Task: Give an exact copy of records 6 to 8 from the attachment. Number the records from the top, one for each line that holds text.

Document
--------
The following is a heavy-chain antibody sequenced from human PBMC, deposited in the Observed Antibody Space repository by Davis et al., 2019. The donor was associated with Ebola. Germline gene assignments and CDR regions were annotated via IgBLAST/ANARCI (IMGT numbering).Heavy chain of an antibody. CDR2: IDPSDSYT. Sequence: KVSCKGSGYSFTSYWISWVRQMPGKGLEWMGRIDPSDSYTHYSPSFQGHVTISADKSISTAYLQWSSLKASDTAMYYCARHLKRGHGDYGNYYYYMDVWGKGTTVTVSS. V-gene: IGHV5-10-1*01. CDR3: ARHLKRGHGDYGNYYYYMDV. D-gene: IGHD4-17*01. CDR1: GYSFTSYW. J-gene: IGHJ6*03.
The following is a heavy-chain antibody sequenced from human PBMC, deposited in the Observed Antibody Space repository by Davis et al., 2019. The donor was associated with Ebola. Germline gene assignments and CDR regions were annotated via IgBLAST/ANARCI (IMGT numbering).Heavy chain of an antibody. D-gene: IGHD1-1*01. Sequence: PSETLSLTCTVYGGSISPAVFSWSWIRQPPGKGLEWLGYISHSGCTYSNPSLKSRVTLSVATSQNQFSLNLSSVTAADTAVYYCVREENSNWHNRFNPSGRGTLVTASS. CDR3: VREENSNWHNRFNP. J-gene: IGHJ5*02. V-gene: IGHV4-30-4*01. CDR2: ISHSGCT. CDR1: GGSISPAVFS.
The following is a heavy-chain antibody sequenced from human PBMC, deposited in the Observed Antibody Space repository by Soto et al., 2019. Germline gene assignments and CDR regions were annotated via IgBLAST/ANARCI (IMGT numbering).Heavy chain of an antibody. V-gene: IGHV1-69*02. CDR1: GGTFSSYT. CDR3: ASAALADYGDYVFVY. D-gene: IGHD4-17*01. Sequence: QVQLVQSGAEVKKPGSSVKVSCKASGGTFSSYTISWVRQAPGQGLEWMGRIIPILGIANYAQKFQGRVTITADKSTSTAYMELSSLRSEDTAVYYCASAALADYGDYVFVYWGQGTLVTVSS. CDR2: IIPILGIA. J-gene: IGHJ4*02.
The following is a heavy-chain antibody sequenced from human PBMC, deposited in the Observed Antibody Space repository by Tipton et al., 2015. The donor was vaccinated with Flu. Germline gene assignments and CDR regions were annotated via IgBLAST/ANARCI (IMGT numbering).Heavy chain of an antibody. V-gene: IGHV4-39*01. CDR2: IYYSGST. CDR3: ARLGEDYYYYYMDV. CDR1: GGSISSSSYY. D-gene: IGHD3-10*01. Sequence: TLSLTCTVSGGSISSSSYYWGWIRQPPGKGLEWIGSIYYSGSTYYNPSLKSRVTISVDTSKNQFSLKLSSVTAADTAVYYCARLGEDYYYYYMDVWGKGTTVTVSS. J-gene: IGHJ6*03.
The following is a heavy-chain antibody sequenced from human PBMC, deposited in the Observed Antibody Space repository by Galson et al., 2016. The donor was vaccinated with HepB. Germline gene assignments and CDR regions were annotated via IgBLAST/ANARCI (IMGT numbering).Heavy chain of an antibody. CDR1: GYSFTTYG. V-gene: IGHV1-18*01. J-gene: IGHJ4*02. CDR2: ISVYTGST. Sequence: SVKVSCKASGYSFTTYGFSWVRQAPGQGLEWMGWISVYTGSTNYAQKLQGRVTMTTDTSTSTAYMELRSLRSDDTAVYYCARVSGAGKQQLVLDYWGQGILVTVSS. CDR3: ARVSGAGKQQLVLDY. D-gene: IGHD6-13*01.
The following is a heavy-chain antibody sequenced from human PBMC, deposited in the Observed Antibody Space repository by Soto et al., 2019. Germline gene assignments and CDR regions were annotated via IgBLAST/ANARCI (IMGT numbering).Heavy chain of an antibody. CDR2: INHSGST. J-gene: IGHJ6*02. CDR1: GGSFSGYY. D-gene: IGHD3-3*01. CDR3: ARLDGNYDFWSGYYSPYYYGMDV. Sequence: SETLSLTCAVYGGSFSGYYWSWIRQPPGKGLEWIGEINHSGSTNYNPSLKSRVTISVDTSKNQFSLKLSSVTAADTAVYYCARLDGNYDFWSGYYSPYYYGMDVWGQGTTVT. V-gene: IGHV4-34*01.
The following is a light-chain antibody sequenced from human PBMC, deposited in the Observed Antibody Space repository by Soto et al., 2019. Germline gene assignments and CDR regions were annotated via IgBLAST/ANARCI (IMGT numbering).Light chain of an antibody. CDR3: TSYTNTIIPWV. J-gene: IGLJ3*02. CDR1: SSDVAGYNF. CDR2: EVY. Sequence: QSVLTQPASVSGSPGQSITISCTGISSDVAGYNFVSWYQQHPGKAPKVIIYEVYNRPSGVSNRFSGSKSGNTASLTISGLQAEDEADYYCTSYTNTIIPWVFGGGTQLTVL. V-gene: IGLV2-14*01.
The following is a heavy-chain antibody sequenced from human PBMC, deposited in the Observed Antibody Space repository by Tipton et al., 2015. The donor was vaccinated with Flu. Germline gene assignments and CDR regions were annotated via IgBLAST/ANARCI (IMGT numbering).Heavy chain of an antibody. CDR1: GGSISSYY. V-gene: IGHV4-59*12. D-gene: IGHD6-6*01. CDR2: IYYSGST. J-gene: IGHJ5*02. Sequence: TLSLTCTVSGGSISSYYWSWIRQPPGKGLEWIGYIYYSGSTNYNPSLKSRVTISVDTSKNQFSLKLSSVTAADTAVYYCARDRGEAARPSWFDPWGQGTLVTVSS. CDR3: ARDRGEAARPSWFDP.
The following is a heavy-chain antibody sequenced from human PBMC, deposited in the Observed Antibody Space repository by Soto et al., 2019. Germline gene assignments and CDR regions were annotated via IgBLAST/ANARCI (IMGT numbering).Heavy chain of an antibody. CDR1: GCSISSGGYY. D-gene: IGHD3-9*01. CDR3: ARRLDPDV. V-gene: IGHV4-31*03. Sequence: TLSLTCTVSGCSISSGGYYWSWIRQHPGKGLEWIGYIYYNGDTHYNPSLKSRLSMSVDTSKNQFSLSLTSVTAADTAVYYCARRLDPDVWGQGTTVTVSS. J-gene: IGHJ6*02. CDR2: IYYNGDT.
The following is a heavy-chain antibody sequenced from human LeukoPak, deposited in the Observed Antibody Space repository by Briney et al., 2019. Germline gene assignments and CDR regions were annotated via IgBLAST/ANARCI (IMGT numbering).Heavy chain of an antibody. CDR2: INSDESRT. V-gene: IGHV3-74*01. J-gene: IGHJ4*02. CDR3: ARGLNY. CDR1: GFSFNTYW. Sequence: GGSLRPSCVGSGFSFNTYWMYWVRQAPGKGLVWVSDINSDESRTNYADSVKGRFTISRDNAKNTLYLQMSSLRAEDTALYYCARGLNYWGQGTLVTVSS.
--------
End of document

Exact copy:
The following is a heavy-chain antibody sequenced from human PBMC, deposited in the Observed Antibody Space repository by Soto et al., 2019. Germline gene assignments and CDR regions were annotated via IgBLAST/ANARCI (IMGT numbering).Heavy chain of an antibody. CDR2: INHSGST. J-gene: IGHJ6*02. CDR1: GGSFSGYY. D-gene: IGHD3-3*01. CDR3: ARLDGNYDFWSGYYSPYYYGMDV. Sequence: SETLSLTCAVYGGSFSGYYWSWIRQPPGKGLEWIGEINHSGSTNYNPSLKSRVTISVDTSKNQFSLKLSSVTAADTAVYYCARLDGNYDFWSGYYSPYYYGMDVWGQGTTVT. V-gene: IGHV4-34*01.
The following is a light-chain antibody sequenced from human PBMC, deposited in the Observed Antibody Space repository by Soto et al., 2019. Germline gene assignments and CDR regions were annotated via IgBLAST/ANARCI (IMGT numbering).Light chain of an antibody. CDR3: TSYTNTIIPWV. J-gene: IGLJ3*02. CDR1: SSDVAGYNF. CDR2: EVY. Sequence: QSVLTQPASVSGSPGQSITISCTGISSDVAGYNFVSWYQQHPGKAPKVIIYEVYNRPSGVSNRFSGSKSGNTASLTISGLQAEDEADYYCTSYTNTIIPWVFGGGTQLTVL. V-gene: IGLV2-14*01.
The following is a heavy-chain antibody sequenced from human PBMC, deposited in the Observed Antibody Space repository by Tipton et al., 2015. The donor was vaccinated with Flu. Germline gene assignments and CDR regions were annotated via IgBLAST/ANARCI (IMGT numbering).Heavy chain of an antibody. CDR1: GGSISSYY. V-gene: IGHV4-59*12. D-gene: IGHD6-6*01. CDR2: IYYSGST. J-gene: IGHJ5*02. Sequence: TLSLTCTVSGGSISSYYWSWIRQPPGKGLEWIGYIYYSGSTNYNPSLKSRVTISVDTSKNQFSLKLSSVTAADTAVYYCARDRGEAARPSWFDPWGQGTLVTVSS. CDR3: ARDRGEAARPSWFDP.